7. I am hoping someone can assist with an issue I've been having when taking calibration frames on my 300D - only noticed the problem after having the filter removed and to a lesser extent with longer exposure times. I first realised something was wrong when I tried to take the darks indoors with the scope's cap on, and saw that a big part of the frame was illuminated by the lightbulb in the room. I removed the camera from the focuser and tried with just the cap on. Still got light leakage, it seemed from either the viewfinder or the rubber side cover where the sockets are. I have heard of light leakage and covering the viewfinder but with my 300D it hadn't needed it before, so assumed it might have been the filter mod changing the internal parts slightly. I havent really got detailed knowledge of where the light might be reaching the sensor via the openings in the camera casing and haven't heard much on the subject either, so i'm hoping someone might have had the same thing happen or be able to tell from the picture where the light might be coming from. This is a dark from outside with scope cap on, but I think the blue tint is because the sky was getting light near dawn time. I might not have noticed if it was totally dark out and used the darkframe as normal in DSS, but this is now a constant feature in my darks - and less noticeable but present in all my shots. Can anyone help with diagnosing the source of this problem? Maybe as its always in the same place (right hand side, lower right mostly) it might correspond to a certain area of the camera? Any info and all suggestions gratefully appreciated, Regards Aenima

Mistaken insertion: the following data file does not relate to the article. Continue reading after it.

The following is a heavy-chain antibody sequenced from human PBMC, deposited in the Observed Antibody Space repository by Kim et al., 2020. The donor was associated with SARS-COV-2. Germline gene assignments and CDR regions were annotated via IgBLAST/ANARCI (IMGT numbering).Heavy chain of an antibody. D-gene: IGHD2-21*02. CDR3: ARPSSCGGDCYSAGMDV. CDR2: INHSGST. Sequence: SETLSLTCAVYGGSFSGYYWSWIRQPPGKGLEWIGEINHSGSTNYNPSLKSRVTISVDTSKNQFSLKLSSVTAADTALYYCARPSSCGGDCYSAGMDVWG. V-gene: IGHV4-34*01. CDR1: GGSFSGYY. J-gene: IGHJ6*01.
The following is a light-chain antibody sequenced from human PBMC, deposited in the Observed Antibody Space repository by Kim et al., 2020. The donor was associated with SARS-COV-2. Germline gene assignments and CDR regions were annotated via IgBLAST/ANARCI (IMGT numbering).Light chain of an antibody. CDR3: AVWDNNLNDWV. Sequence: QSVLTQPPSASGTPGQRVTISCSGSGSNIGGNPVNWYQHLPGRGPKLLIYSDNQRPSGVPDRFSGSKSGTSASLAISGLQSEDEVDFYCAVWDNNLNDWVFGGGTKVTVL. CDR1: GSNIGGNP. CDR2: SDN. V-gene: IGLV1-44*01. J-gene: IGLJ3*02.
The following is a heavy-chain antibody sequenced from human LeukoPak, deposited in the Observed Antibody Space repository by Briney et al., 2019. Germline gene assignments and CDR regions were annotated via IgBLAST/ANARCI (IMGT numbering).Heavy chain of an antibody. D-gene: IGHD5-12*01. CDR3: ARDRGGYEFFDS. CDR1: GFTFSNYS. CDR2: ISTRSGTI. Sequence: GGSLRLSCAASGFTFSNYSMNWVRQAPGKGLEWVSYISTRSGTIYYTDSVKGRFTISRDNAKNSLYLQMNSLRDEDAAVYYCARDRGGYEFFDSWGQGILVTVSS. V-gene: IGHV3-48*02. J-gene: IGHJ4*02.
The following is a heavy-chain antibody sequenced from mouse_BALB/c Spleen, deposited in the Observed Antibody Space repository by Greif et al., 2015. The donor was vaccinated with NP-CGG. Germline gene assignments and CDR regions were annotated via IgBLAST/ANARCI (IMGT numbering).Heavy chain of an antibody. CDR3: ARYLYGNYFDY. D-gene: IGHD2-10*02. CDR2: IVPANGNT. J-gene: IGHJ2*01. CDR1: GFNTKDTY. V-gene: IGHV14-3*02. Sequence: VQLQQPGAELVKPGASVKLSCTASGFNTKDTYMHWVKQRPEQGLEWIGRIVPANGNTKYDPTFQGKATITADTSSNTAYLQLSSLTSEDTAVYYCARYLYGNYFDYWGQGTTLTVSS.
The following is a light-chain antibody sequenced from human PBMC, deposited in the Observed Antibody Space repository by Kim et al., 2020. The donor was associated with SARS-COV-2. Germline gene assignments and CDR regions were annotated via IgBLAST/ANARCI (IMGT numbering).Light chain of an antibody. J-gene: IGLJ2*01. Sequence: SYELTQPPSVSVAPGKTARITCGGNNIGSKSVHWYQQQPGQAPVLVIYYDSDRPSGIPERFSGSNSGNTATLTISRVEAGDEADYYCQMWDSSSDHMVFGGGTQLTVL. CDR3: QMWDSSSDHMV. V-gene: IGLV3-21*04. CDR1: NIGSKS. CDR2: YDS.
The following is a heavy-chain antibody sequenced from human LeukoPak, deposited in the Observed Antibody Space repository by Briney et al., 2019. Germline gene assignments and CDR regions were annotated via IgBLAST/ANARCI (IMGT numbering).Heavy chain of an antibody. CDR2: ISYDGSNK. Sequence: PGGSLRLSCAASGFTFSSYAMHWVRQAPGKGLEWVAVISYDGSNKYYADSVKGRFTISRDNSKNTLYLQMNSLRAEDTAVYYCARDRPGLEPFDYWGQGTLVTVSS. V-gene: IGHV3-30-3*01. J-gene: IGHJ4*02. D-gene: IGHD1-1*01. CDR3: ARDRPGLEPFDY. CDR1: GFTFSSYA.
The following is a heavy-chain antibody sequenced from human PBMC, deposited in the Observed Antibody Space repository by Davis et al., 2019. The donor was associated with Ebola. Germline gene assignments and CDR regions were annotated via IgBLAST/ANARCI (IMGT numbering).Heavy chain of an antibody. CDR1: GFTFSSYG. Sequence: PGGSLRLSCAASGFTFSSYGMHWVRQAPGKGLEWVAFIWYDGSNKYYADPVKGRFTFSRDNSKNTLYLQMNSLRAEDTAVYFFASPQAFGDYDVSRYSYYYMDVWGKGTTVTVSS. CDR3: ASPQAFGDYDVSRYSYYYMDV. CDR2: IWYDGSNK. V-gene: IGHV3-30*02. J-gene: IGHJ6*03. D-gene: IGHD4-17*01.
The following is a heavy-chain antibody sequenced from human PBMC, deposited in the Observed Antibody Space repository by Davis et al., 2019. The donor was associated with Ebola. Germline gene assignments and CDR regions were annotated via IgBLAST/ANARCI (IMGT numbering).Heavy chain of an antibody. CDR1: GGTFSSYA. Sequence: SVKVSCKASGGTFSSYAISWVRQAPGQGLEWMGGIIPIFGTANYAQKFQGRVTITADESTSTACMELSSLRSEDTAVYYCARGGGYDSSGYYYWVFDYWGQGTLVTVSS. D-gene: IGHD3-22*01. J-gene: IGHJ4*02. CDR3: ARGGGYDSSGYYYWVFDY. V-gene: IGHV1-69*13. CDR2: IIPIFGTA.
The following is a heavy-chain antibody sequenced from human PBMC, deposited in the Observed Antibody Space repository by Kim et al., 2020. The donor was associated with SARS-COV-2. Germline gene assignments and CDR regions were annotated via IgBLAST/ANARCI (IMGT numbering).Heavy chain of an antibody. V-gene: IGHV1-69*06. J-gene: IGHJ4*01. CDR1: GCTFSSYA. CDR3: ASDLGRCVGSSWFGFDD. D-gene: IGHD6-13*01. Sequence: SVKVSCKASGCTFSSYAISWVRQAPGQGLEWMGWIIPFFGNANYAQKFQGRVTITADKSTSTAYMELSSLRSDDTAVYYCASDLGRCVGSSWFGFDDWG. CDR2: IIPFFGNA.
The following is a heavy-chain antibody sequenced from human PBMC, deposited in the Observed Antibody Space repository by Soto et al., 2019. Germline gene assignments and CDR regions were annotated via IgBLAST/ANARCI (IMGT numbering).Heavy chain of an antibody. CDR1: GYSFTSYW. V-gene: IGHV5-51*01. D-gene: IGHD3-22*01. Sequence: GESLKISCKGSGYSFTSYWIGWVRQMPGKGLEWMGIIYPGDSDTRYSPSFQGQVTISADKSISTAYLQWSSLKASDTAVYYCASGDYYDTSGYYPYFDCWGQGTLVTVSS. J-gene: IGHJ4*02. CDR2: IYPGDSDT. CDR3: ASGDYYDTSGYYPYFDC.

8. My image of Omega Centauri ( NGC 5139 ) has been published as the NASA APOD for the 11th of July 2017 https://apod.nasa.gov/apod/ap170711.html Link to full size image on NASA site ( warning quite large - 4620 x 3720 ) Link to discussion of image on asterisk.apod.com ( credit apod.nasa.gov ) ( full size image - 4620 x 3720 ) Link to original post for this image back on the 10th of June